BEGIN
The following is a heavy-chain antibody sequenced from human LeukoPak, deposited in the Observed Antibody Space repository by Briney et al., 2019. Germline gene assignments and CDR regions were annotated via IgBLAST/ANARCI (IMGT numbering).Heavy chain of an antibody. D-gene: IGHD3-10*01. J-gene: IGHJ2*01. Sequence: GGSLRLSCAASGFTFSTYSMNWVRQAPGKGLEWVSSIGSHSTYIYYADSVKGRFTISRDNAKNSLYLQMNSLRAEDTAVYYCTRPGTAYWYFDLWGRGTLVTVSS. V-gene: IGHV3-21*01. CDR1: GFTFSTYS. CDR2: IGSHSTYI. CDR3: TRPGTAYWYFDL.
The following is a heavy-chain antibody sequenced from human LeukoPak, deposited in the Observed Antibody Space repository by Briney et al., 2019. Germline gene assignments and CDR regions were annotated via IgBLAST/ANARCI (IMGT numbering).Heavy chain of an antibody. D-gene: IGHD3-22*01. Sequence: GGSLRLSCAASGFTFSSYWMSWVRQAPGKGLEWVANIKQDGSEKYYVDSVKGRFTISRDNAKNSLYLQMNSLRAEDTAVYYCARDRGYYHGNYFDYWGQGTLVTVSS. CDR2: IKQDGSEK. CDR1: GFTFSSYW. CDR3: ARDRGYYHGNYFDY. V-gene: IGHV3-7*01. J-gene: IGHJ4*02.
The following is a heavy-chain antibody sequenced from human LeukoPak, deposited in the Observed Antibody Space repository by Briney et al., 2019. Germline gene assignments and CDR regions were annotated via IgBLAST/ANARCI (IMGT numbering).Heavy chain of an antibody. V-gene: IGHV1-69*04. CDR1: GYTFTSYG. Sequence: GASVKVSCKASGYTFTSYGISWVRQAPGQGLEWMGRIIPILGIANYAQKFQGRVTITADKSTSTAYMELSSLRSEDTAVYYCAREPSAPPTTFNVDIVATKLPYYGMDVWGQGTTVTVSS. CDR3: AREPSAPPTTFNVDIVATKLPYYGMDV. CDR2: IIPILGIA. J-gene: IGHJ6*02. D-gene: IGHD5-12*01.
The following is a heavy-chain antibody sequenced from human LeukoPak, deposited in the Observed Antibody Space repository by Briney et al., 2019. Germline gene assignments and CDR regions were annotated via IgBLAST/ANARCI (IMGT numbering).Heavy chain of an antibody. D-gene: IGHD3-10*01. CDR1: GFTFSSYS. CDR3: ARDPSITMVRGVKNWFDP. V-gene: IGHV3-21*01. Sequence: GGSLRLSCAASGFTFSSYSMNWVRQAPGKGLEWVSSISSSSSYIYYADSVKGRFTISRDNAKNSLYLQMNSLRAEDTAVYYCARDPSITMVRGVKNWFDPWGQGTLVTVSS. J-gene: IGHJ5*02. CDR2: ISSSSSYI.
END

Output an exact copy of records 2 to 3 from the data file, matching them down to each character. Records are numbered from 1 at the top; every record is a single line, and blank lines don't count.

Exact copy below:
The following is a heavy-chain antibody sequenced from human LeukoPak, deposited in the Observed Antibody Space repository by Briney et al., 2019. Germline gene assignments and CDR regions were annotated via IgBLAST/ANARCI (IMGT numbering).Heavy chain of an antibody. D-gene: IGHD3-22*01. Sequence: GGSLRLSCAASGFTFSSYWMSWVRQAPGKGLEWVANIKQDGSEKYYVDSVKGRFTISRDNAKNSLYLQMNSLRAEDTAVYYCARDRGYYHGNYFDYWGQGTLVTVSS. CDR2: IKQDGSEK. CDR1: GFTFSSYW. CDR3: ARDRGYYHGNYFDY. V-gene: IGHV3-7*01. J-gene: IGHJ4*02.
The following is a heavy-chain antibody sequenced from human LeukoPak, deposited in the Observed Antibody Space repository by Briney et al., 2019. Germline gene assignments and CDR regions were annotated via IgBLAST/ANARCI (IMGT numbering).Heavy chain of an antibody. V-gene: IGHV1-69*04. CDR1: GYTFTSYG. Sequence: GASVKVSCKASGYTFTSYGISWVRQAPGQGLEWMGRIIPILGIANYAQKFQGRVTITADKSTSTAYMELSSLRSEDTAVYYCAREPSAPPTTFNVDIVATKLPYYGMDVWGQGTTVTVSS. CDR3: AREPSAPPTTFNVDIVATKLPYYGMDV. CDR2: IIPILGIA. J-gene: IGHJ6*02. D-gene: IGHD5-12*01.